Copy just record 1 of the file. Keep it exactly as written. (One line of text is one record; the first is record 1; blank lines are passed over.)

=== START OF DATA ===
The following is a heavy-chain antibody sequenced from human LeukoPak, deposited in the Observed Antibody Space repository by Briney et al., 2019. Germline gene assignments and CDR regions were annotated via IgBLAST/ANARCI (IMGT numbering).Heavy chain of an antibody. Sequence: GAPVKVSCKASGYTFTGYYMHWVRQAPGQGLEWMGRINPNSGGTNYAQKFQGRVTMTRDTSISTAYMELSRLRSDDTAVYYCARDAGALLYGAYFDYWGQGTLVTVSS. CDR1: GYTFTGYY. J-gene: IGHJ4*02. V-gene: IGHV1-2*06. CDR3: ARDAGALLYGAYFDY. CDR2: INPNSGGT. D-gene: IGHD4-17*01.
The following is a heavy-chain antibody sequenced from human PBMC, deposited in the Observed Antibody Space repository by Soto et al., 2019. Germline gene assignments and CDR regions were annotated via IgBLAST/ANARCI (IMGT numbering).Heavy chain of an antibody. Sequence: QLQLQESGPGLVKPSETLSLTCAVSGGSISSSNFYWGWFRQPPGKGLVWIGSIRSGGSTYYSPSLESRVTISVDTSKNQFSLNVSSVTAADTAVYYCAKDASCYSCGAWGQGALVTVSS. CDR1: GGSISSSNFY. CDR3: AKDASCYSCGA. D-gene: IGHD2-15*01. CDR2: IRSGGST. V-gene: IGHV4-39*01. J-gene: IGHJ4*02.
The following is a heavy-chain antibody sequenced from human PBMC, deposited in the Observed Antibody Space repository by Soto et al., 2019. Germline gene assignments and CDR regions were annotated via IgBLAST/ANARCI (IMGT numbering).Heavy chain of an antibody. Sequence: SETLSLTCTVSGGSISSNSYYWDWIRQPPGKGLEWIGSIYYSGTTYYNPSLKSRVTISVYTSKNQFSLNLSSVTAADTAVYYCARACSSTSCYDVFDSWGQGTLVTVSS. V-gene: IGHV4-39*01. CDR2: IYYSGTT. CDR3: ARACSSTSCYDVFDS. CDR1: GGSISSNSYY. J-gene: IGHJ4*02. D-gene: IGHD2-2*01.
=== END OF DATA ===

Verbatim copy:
The following is a heavy-chain antibody sequenced from human LeukoPak, deposited in the Observed Antibody Space repository by Briney et al., 2019. Germline gene assignments and CDR regions were annotated via IgBLAST/ANARCI (IMGT numbering).Heavy chain of an antibody. Sequence: GAPVKVSCKASGYTFTGYYMHWVRQAPGQGLEWMGRINPNSGGTNYAQKFQGRVTMTRDTSISTAYMELSRLRSDDTAVYYCARDAGALLYGAYFDYWGQGTLVTVSS. CDR1: GYTFTGYY. J-gene: IGHJ4*02. V-gene: IGHV1-2*06. CDR3: ARDAGALLYGAYFDY. CDR2: INPNSGGT. D-gene: IGHD4-17*01.